“Gran Torino” A Star of a Story Despite the Actors

Running Time: 1 hr. 56 min.

Release Date: December 12th, 2008 (limited), January 16th, 2009 (wide)

MPAA Rating: R for language throughout and some violence.

Distributors: Warner Bros. Pictures Distribution

Directed by: Clint Eastwood

JJ Rating: B+

Walt Kowalski (Clint Eastwood) is a widower who is grumpy like one of the old men from Grumpy Old Men, but more in a dramatic way. He lives in a neighborhood that is being ‘invaded’ by Koreans and being a Korean War veteran he uses terms of endearment for each and every one of them. When Tao (Bee Vang) tries to steal his 1973 Gran Torino for his cousin that is in a gang a connection between Walt and Tao starts, and Walt pretends, very hard, he doesn’t care for his neighbor’s well being but it’s apparent he cares a lot. Gangs mess around and Walt tells them to get lost. He doesn’t put up with their bull and they are thrown by an old man who will not back down. Grand Torino.

Sometimes a movie comes along and it’s the story that is stunning more so than anything else the film has to offer. Grand Torino is that kind of movie. It puts the story first and that is why so many people feel the vibe. Those that don’t feel the vibe are complaining about the acting by those who were the Korean characters and even complain about Clint Eastwood.

Let me start with Clint Eastwood. I think he is a good director. He has a vision and he follows through with it. He’s not afraid to play around with certain things such as drama. This film is considered a drama and a thriller. There is no mention of it being a comedy, but some of the framing was done during the beginning added to the funny. One example is when Walt was getting pissed off because his son and daughter-in-law were trying to force him into a home via being polite about how he would like it. The camera got close to his face and he growled. I laughed. I like that kind of directing and focus. It’s not pigeonholed by themes. Eastwood is willing to waver a bit and give something different. As for his acting I think it was different than just the scowl he’s famous for. It’s the subtle things like when he uses his fingers like a gun and how he gestures so smoothly and coolly. It’s like when he is talking to the Father and his eyes do more of the talking than his mouth. I’m always fascinated by a director who also stars in the film. I want to see how pretentious the film is and I do not believe that is a word one could use in describing Grand Torino.

The other actors were decent as they could and should be. I happen to live around a lot of Asians and I know some Koreans and I think that the way they acted on the screen is close enough to reality. They may not have acted bold like people you know, but they acted like Koreans. If I go into how I think that it’ll just sound a bit racist so I’m going to skip telling people exactly why and just state that that’s how I viewed the acting. Yes it was a bit awkward but that’s how it should feel. The movie was to place the viewers in an uncomfortable area of their mind.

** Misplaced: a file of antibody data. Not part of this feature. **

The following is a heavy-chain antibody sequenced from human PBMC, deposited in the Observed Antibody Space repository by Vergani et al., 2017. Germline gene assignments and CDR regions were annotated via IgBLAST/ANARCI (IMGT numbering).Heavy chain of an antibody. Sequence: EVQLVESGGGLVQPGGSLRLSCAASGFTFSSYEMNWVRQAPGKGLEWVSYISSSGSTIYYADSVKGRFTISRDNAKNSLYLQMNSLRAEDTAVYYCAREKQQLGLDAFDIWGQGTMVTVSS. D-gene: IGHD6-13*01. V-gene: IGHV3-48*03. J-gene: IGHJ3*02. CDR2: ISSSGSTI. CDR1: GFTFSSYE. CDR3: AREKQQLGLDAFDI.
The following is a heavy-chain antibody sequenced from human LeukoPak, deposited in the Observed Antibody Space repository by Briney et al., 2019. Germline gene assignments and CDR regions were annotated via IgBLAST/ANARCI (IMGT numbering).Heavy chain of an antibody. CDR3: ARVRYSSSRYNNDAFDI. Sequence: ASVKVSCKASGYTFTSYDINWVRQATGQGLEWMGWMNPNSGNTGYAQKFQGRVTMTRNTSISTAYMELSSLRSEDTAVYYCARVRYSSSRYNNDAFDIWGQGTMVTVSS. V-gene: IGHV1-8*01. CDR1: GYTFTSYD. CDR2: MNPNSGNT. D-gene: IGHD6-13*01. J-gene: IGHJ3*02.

I did not enjoy the ending. Throughout the entire film there is not enough information on Walt’s family so I don’t know why they are pissed, why they want this or why they want that. So when they show them at the end it was sort of a pointless scene that could have had more depth and feeling if the film handled the family better. I also have another gripe about the film that would be about the ending but that would give something away and I don’t like to give endings away.

Grand Torino is a different kind of telling of a story that people either have lived through or seen in a film before. It’s not told in the same manner, though. It’s a good example of if the story is number one then people will enjoy the film and look past some things they would gripe about otherwise. Even though I dislike two things about the ending I do like one thing about the ending, and that is it is a profound type ending that begs the question: Would you be able to do the same thing for your friends? Would you be able to do the same thing to save the ones you love?

I could not watch this film again. I have always hated gangs and this movie just totally makes me hate them more. They serve no purpose other than to inflict harm on those who have the potential to be great and make a difference in so many lives by doing so many things that don’t involve selling drugs or killing people because they looked at you sideways. Grand Torino is a powerful story more so than powerful in acting and if you do happen to go see it keep that in mind and you’ll allow things to pass by your idea of what is great acting, and see the story that means more than those that put forth the effort to bring it to the screen.


Anonymous said...

The characters in the film are not Koreans. They are Hmongs, which is in South East Asia (near Vietnam, Laos, Thailand). It is COMPLETELY different from Korea. Please get your geography and history correct if you are going to write an article and comment on cultures which are obviously foreign to you.

J_Jammer said...

The main reason I stated what I said was because it was the Korean War he was in and therefore made a, apparently, bad conclusion that they would be who he had seen in the Korean war, making them Korean.

Normally I read the descriptions of the movies so that I don't miss something, but I still missed something.

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